Maskne: It’s Real!

Breakouts are bound to happen, but it’s possible that you’ve noticed more unwanted friends popping up on your chin and cheeks where your mask sits. Could your mask be causing these unwanted breakouts? Yes!

Dr. Mary Dickerson of Louisiana Dermatology Associates explains, “Maskne is definitely a real thing I see many times a day. It is acne caused or flared up by wearing a mask. Before the recent pandemic, it wasn’t a common thing, but now that masks are mandatory in many places, maskne is on the rise.”

Dr. Dickerson shares that maskne is “most likely caused by moisture from your own breath and friction and occlusion from the mask causing irritation, inflammation and plugging of the follicles and pores on the face.”

With maskne being a real thing, knowing how to deal with it is another. Dr. Dickerson offers the following tips to help prevent those pesky breakouts.

Wash Your Face
The first line of defense is to keep up with washing your face. “Continue to wash your face twice a day with a non-irritating cleanser. I really like Cerave Hydrating Cleanser for dry, irritated skin and Cerave Foaming Face Wash for more normal to oily skin,” says Dr. Dickerson.

Makeup Tips & Acne Treatment Tricks
Dr. Dickerson recommends to “try not to put makeup or irritating products on under your mask. Save acne treatments like retinoids for the evening when you are not wearing a mask. Wear a light, non comedogenic moisturizer in the morning over your entire face, preferably one with SPF to protect you from the sun while you’re driving. Cerave AM is a nice daily moisturizer.”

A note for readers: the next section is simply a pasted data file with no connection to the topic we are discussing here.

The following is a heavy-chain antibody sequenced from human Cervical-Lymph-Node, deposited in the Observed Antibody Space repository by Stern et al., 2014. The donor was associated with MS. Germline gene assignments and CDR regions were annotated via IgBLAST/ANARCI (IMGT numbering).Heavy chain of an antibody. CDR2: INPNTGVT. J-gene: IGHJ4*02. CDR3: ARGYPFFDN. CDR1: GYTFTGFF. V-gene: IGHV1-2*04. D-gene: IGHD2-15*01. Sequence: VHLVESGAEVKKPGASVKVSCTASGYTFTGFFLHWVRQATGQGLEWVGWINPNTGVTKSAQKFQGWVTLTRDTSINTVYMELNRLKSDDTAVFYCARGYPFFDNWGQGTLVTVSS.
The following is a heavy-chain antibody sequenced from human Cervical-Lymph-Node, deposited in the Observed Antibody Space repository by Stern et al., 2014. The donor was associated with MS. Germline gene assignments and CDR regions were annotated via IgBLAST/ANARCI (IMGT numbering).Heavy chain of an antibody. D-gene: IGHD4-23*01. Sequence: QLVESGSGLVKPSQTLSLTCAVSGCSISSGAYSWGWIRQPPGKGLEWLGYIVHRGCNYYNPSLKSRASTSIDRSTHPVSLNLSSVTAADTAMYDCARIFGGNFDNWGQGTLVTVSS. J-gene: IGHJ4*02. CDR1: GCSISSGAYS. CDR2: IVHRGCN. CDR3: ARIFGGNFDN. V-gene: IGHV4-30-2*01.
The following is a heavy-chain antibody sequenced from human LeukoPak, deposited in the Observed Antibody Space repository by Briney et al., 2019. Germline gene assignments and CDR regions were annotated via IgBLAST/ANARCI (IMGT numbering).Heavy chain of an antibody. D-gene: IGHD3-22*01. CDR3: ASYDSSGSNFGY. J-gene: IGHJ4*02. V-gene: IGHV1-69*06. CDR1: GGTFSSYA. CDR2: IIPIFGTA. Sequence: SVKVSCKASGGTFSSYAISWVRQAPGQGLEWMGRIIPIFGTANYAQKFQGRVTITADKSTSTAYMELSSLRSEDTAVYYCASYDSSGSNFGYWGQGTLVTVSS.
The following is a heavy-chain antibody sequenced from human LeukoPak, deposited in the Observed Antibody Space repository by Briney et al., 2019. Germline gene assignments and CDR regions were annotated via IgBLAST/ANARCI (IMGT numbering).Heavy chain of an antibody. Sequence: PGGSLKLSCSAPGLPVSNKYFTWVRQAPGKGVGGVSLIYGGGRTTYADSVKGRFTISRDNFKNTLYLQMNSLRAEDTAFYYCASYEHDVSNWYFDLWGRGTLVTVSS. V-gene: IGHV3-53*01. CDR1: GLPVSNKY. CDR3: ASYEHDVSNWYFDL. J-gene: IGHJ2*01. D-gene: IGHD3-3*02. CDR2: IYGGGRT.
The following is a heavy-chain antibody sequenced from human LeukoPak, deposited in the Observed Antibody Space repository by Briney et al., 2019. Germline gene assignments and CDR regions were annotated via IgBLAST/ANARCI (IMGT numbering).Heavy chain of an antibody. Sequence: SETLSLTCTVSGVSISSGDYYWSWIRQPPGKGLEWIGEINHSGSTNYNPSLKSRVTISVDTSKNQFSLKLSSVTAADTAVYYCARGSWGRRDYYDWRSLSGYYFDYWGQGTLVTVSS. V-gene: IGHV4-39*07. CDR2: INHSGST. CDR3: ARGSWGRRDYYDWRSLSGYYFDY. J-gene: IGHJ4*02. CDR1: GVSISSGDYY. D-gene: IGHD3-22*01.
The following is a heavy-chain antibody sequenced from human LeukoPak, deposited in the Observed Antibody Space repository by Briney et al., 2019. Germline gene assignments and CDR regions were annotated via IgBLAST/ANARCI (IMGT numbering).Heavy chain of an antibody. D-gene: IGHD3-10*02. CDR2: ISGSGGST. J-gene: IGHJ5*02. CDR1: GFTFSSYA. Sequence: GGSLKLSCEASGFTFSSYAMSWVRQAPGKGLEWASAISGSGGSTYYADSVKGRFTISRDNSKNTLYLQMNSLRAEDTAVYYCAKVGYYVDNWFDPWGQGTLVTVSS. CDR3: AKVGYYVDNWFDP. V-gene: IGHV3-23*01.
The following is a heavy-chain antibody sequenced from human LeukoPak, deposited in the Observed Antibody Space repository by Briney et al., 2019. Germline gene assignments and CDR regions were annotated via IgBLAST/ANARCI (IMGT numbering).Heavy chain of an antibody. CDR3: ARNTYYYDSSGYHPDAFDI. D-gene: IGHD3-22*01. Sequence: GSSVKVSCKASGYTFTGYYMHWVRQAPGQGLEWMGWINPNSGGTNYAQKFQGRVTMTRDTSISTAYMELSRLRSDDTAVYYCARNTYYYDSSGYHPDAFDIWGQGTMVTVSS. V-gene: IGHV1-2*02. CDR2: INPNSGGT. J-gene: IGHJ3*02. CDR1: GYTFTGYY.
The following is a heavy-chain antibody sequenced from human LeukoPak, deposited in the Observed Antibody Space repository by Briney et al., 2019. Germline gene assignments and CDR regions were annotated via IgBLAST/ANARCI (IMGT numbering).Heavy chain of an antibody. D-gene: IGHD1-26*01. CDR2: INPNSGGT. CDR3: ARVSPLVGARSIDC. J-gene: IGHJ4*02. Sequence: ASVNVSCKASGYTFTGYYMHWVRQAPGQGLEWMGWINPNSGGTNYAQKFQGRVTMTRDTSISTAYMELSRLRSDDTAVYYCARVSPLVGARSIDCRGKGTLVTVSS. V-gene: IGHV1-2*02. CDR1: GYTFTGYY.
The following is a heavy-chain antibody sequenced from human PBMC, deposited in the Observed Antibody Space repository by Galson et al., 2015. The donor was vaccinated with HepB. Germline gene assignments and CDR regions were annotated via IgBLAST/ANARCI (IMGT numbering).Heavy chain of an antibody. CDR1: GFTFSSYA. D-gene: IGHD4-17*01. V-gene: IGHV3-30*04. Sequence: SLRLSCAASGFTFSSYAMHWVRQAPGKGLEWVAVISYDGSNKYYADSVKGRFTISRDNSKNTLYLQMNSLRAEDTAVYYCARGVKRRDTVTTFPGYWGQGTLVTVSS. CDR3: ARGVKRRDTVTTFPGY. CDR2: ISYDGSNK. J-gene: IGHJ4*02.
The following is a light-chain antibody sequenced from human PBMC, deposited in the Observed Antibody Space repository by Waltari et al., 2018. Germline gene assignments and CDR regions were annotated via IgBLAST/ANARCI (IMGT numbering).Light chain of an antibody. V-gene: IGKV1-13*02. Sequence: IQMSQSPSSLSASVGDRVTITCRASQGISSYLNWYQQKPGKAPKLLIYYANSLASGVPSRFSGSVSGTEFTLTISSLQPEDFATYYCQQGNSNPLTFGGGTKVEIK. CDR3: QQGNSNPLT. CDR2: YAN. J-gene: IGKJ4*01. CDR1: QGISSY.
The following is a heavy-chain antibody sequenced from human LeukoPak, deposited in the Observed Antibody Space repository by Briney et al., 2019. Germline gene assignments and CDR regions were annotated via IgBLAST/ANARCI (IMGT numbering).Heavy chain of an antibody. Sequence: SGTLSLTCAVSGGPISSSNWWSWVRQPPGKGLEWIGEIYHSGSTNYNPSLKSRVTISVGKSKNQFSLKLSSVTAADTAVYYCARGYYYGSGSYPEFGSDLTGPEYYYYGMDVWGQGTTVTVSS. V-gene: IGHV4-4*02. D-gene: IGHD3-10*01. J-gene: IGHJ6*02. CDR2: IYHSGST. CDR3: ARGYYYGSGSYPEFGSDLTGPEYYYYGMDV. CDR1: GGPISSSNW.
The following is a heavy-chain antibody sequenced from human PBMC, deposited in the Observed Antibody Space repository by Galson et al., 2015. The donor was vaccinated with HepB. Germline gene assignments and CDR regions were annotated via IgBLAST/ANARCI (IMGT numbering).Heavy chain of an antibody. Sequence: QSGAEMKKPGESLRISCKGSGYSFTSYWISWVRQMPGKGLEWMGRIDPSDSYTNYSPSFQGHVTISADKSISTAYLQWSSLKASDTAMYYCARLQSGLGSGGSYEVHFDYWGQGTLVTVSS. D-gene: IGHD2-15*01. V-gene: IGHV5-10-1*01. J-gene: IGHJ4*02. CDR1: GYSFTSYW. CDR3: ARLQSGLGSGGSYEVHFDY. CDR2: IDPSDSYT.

Wash Your Mask
Masks can get gross, especially with how often we are wearing them! “Make sure to wear a clean or new mask daily. Give your face mask breaks during the day if you have an opportunity,” says Dr. Dickerson.

Try an Acne Cream
If you’re running into more issues, reach out to your dermatologist. Dr. Dickerson says, “If you are having trouble and need to start an acne cream, apply a thin layer over the entire area at night. Spot treating won’t prevent future breakouts. Masks may be with us for a while, so stick to a good routine and see a Board Certified Dermatologist if you need help.”

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